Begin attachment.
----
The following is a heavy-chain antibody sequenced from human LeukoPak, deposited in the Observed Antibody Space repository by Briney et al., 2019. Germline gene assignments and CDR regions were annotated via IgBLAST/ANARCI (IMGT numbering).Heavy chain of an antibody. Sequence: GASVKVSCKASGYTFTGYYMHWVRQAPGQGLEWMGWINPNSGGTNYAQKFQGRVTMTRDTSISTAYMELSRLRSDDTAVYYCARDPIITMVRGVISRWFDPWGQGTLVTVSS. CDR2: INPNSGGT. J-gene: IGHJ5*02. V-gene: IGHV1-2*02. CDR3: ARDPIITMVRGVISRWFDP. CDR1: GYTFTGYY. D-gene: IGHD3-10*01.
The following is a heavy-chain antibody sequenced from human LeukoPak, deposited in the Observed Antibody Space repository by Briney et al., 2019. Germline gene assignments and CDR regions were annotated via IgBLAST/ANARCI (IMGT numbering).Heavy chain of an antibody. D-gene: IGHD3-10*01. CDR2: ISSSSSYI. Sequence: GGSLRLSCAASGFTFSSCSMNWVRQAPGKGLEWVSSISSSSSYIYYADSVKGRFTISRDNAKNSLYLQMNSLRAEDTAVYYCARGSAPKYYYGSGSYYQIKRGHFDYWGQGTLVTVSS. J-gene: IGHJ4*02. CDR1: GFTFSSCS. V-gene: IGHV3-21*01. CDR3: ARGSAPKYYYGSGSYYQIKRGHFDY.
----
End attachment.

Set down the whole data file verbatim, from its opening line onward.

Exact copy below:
The following is a heavy-chain antibody sequenced from human LeukoPak, deposited in the Observed Antibody Space repository by Briney et al., 2019. Germline gene assignments and CDR regions were annotated via IgBLAST/ANARCI (IMGT numbering).Heavy chain of an antibody. Sequence: GASVKVSCKASGYTFTGYYMHWVRQAPGQGLEWMGWINPNSGGTNYAQKFQGRVTMTRDTSISTAYMELSRLRSDDTAVYYCARDPIITMVRGVISRWFDPWGQGTLVTVSS. CDR2: INPNSGGT. J-gene: IGHJ5*02. V-gene: IGHV1-2*02. CDR3: ARDPIITMVRGVISRWFDP. CDR1: GYTFTGYY. D-gene: IGHD3-10*01.
The following is a heavy-chain antibody sequenced from human LeukoPak, deposited in the Observed Antibody Space repository by Briney et al., 2019. Germline gene assignments and CDR regions were annotated via IgBLAST/ANARCI (IMGT numbering).Heavy chain of an antibody. D-gene: IGHD3-10*01. CDR2: ISSSSSYI. Sequence: GGSLRLSCAASGFTFSSCSMNWVRQAPGKGLEWVSSISSSSSYIYYADSVKGRFTISRDNAKNSLYLQMNSLRAEDTAVYYCARGSAPKYYYGSGSYYQIKRGHFDYWGQGTLVTVSS. J-gene: IGHJ4*02. CDR1: GFTFSSCS. V-gene: IGHV3-21*01. CDR3: ARGSAPKYYYGSGSYYQIKRGHFDY.